This monograph contains two detailed case studies dealing with the phonetics and phonology of affricates and laryngeals. Based on a survey of 281 languages it states a number of universal generalizations which go counter to common assumptions in the phonological and phonetic literature. Most importantly, (1) a phonological concept >affricate< does not exist at all. Affricates are exclusively stops for matters of phonological contrasts and natural classes, but they are no contour segments composed of [stop] and [continuant]. (2) Laryngeal features are properties of the prosodic level of onset, nucleus, and coda, but not of individual segments. Again, this is shown to hold for contrasts and phonology proper (assimilation, neutralization, >metathesis< etc.).
Based on the empirical findings the book addresses a number of theoretical issues as, e.g., the interaction of phonetics and phonology, or questions of phonological representation. It is claimed that phonetics fulfills important functions with regard to phonology: >affrication< and laryngeal phasings (e.g. pre- vs. postaspiration) are presented as purely phonetic strategies which serve to make phonological specifications acoustically more salient.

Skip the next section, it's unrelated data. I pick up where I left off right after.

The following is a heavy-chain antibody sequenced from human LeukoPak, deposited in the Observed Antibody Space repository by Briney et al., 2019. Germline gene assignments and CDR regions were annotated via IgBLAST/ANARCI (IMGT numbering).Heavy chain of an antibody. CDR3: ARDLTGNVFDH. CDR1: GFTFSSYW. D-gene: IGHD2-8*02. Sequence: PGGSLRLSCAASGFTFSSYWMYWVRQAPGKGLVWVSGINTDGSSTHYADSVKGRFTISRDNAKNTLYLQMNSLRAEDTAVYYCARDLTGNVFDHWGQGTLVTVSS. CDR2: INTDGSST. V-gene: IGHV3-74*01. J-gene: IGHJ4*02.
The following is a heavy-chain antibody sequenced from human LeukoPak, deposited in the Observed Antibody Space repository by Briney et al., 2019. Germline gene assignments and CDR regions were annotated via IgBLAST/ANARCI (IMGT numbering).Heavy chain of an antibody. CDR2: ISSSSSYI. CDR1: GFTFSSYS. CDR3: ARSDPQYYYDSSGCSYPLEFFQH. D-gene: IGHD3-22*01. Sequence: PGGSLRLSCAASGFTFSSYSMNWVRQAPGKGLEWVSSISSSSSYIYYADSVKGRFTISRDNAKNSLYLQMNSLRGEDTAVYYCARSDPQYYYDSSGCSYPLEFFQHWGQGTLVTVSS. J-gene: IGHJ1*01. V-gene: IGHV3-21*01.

Finally, two revisions to current models of feature theory are proposed, both of which lead to a leaner structure of phonological segments: first, stricture contours are eliminated from phonological representation; second, the >Laryngeal Node< is attached directly to onsets, nuclei, and codas.